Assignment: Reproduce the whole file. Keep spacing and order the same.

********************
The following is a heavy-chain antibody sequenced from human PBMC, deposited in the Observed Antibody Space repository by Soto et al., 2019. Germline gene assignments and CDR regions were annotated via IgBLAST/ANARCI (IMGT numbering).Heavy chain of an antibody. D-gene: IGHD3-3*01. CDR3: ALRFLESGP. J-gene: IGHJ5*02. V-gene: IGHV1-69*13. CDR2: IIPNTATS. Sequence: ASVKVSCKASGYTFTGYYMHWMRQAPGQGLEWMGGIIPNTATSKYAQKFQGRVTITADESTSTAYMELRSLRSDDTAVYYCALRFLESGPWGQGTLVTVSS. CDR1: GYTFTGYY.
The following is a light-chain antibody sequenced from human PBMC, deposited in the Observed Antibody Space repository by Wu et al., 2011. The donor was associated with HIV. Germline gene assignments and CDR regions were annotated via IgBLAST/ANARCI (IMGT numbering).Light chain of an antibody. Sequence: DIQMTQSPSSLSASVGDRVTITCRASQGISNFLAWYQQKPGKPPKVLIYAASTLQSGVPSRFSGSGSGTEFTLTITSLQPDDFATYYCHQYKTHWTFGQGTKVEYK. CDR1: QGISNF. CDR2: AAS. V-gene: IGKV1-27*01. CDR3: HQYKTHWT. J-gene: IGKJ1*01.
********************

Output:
The following is a heavy-chain antibody sequenced from human PBMC, deposited in the Observed Antibody Space repository by Soto et al., 2019. Germline gene assignments and CDR regions were annotated via IgBLAST/ANARCI (IMGT numbering).Heavy chain of an antibody. D-gene: IGHD3-3*01. CDR3: ALRFLESGP. J-gene: IGHJ5*02. V-gene: IGHV1-69*13. CDR2: IIPNTATS. Sequence: ASVKVSCKASGYTFTGYYMHWMRQAPGQGLEWMGGIIPNTATSKYAQKFQGRVTITADESTSTAYMELRSLRSDDTAVYYCALRFLESGPWGQGTLVTVSS. CDR1: GYTFTGYY.
The following is a light-chain antibody sequenced from human PBMC, deposited in the Observed Antibody Space repository by Wu et al., 2011. The donor was associated with HIV. Germline gene assignments and CDR regions were annotated via IgBLAST/ANARCI (IMGT numbering).Light chain of an antibody. Sequence: DIQMTQSPSSLSASVGDRVTITCRASQGISNFLAWYQQKPGKPPKVLIYAASTLQSGVPSRFSGSGSGTEFTLTITSLQPDDFATYYCHQYKTHWTFGQGTKVEYK. CDR1: QGISNF. CDR2: AAS. V-gene: IGKV1-27*01. CDR3: HQYKTHWT. J-gene: IGKJ1*01.